There’s no denying it – sustainability and eco-friendly choices are a now big (and every day) topic in all aspects of our lives. From what we eat, the clothes we wear, what we use in the shower and, of course, how we design our homes. And yes, that does extend do our kitchens, bedrooms and bathrooms, the furniture we fill them with, and even how we approach renovation projects. Curious?
As our awareness about issues such as climate change and pollution grows, more and more of us are looking to find eco-friendly alternatives for everyday life. Yep, me too!
Like me, you’ve probably made some adjustments. You’ve probably (hopefully) have started carrying around reusable bags instead of opting for a fresh plastic carrier every time you pop to the shops; or maybe you’re bringing your own nets for fruit and vegetables so you don’t have to use the plastic ones supermarkets sometimes still offer, or you may have switched your favourite shower gel to soaps and now also use shampoo bars sans plastic.
Of course, we can make more sustainable choices in our renovation projects, too. It may sound counterintuitive, but it’s true. Don’t believe me?
Read on for my guide collating our top advice for making your home – and your home improvement project – a little kinder to the planet.
Before we get into the details, our features editor Georgina took a close look at the growing popularity of eco-friendly design and whether it’s a long-term development.
Spoiler: it very much is here to stay. If our features editor Georgina’s instincts are anything to go by (which they usually are), the movement will only grow and grow…and grow.
When starting a new kitchen project, you might think that going green and making more eco-friendly choices feels almost impossible. And we can relate – it’s a big task, with a lot of dust and, depending on your plans, a fair bit of waste in the form of rubble.
But there are ways to make your new kitchen more sustainable, from selling your cabinetry to a company specialising in second-hand kitchens to shopping with local joiners or kitchen makers and even adding elements such as an indoor garden.
Continuing with the kitchen theme, Georgina also set out to discover clever tricks for a greener scheme. From cabinetry and appliances to surfaces and lighting, she takes a closer look at the key elements of your scheme to see how we can make more sustainable choices.
Sure, you should always check out the energy efficiency when buying a new appliance, by using the Energy Label. But what about if you already have an appliance and it comes up with a fault? In 2021, a new law came into effect – and it had a huge effect of what we can expect from our kitchen kit.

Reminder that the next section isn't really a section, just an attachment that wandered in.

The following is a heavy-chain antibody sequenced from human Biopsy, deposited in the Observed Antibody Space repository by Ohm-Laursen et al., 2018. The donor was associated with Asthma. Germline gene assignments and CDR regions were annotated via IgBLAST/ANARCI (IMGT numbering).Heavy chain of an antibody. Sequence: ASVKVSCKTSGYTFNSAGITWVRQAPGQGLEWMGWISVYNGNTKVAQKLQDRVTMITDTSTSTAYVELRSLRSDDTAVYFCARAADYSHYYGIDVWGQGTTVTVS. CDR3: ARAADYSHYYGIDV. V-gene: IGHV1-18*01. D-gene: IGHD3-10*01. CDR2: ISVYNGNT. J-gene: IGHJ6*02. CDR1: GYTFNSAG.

You might have heard of the term ‘right to repair’ , but what does it mean? In short, it gives you more control over repairs – and, in turn, makes buying appliances more sustainable.
How? Well, for the first time, there’s a legal obligation for manufacturers to make spare parts available. Not only that, they have to do so for 10 years from the date you purchased your appliance – a rule that could seriously extend the lifespan for some products.
At some point, repairs won’t cut it. That’s a simple fact – but what do you do with your old fridge-freezer or oven? And what do you do if it’s still in ship shape, but you *want* to replace it?
Our editor Lindsay looked at different options to help you recycle old appliances in the most eco-friendly, sustainable way.
Speaking of appliances, you might have noticed that the energy label has changed in the last year.
But there’s nothing to worry about – we’re breaking down exactly what has changed, and how you get all the information you need at one glance.
Back to the bigger tickets – when we’re in the market for new appliances, the sheer amount of choice can make finding the right one feel a little tricky.
Irina, our content creator, has collated some of the latest eco-friendly washing machines, fridge-freezers, and more to help you get a head start.
There’s even a range cooker – yes, really.
It doesn’t always need to be a full remodel if you want to be a little kinder to the planet. There are plenty of updates which are a little smaller than ripping everything out and starting over again.
Whether it’s adding a new surface (which, I agree, is a larger project) to switching to eco-friendly cleaning products or making vacuum storage a key part of your meal preparations, here are some clever ideas to get you started.
Speaking of small changes – do you know how harmful some cleaning products can actually be? I thought I had a good idea, but sometimes I still learn things that make me stop and reconsider.
From plant-based loo cleaner to tree-free kitchen towels, Hannah assembled some of her favourite products.
Does this all feel too big, or maybe too abstract? We’ve got practical ideas, too – Irina, for example, has assembled a small shopping guide with some stunning designs that are kinder to the planet.
From large-ticket items (we’re talking a whole kitchen) to smaller ideas, there’s bound to be something for everyone.
Featured image: Bespoke projects start from £25,000, Herringbone Kitchens.